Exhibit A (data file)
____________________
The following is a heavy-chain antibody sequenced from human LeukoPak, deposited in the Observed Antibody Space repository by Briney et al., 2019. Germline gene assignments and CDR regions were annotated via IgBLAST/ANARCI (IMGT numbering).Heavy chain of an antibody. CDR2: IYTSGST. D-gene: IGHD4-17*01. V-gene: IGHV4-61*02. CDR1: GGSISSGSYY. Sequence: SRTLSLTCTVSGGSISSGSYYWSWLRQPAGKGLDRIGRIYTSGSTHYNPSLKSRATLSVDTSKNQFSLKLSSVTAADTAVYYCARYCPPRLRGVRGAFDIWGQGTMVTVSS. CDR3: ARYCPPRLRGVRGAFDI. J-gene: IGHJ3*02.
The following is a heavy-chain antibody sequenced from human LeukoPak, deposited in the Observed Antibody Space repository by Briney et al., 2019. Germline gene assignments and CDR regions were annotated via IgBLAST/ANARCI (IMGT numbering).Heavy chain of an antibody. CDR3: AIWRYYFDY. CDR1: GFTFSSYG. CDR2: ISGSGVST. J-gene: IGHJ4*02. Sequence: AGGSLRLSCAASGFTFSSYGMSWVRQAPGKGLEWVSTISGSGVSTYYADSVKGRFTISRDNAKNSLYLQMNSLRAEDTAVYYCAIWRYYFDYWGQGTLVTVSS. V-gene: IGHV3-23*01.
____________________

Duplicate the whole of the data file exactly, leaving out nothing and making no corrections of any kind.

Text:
The following is a heavy-chain antibody sequenced from human LeukoPak, deposited in the Observed Antibody Space repository by Briney et al., 2019. Germline gene assignments and CDR regions were annotated via IgBLAST/ANARCI (IMGT numbering).Heavy chain of an antibody. CDR2: IYTSGST. D-gene: IGHD4-17*01. V-gene: IGHV4-61*02. CDR1: GGSISSGSYY. Sequence: SRTLSLTCTVSGGSISSGSYYWSWLRQPAGKGLDRIGRIYTSGSTHYNPSLKSRATLSVDTSKNQFSLKLSSVTAADTAVYYCARYCPPRLRGVRGAFDIWGQGTMVTVSS. CDR3: ARYCPPRLRGVRGAFDI. J-gene: IGHJ3*02.
The following is a heavy-chain antibody sequenced from human LeukoPak, deposited in the Observed Antibody Space repository by Briney et al., 2019. Germline gene assignments and CDR regions were annotated via IgBLAST/ANARCI (IMGT numbering).Heavy chain of an antibody. CDR3: AIWRYYFDY. CDR1: GFTFSSYG. CDR2: ISGSGVST. J-gene: IGHJ4*02. Sequence: AGGSLRLSCAASGFTFSSYGMSWVRQAPGKGLEWVSTISGSGVSTYYADSVKGRFTISRDNAKNSLYLQMNSLRAEDTAVYYCAIWRYYFDYWGQGTLVTVSS. V-gene: IGHV3-23*01.